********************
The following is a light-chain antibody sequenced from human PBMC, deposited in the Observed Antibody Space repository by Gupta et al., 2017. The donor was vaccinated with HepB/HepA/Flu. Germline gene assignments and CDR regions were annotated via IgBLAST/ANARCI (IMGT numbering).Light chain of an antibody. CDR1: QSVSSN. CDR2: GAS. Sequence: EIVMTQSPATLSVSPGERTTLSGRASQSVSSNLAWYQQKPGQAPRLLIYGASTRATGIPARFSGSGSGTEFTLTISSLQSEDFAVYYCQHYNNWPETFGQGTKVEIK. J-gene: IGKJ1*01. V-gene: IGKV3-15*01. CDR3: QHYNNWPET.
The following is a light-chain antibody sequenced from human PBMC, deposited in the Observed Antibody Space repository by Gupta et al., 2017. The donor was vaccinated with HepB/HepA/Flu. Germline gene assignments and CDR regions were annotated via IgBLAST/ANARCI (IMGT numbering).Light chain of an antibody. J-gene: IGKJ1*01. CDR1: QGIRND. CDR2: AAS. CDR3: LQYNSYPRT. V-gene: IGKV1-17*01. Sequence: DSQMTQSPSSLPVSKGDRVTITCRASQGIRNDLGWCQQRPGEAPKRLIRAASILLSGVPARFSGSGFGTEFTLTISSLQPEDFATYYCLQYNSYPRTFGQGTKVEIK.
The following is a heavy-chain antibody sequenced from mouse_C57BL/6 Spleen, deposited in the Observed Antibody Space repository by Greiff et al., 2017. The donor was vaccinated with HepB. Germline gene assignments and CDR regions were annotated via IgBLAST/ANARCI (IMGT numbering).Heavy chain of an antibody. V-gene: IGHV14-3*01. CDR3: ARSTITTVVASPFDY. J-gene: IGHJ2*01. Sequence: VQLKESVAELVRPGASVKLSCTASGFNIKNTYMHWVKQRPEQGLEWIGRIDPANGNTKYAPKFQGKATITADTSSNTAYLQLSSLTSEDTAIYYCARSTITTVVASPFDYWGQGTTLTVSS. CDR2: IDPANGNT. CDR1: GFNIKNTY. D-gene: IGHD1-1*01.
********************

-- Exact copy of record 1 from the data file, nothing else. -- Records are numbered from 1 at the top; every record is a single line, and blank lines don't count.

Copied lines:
The following is a light-chain antibody sequenced from human PBMC, deposited in the Observed Antibody Space repository by Gupta et al., 2017. The donor was vaccinated with HepB/HepA/Flu. Germline gene assignments and CDR regions were annotated via IgBLAST/ANARCI (IMGT numbering).Light chain of an antibody. CDR1: QSVSSN. CDR2: GAS. Sequence: EIVMTQSPATLSVSPGERTTLSGRASQSVSSNLAWYQQKPGQAPRLLIYGASTRATGIPARFSGSGSGTEFTLTISSLQSEDFAVYYCQHYNNWPETFGQGTKVEIK. J-gene: IGKJ1*01. V-gene: IGKV3-15*01. CDR3: QHYNNWPET.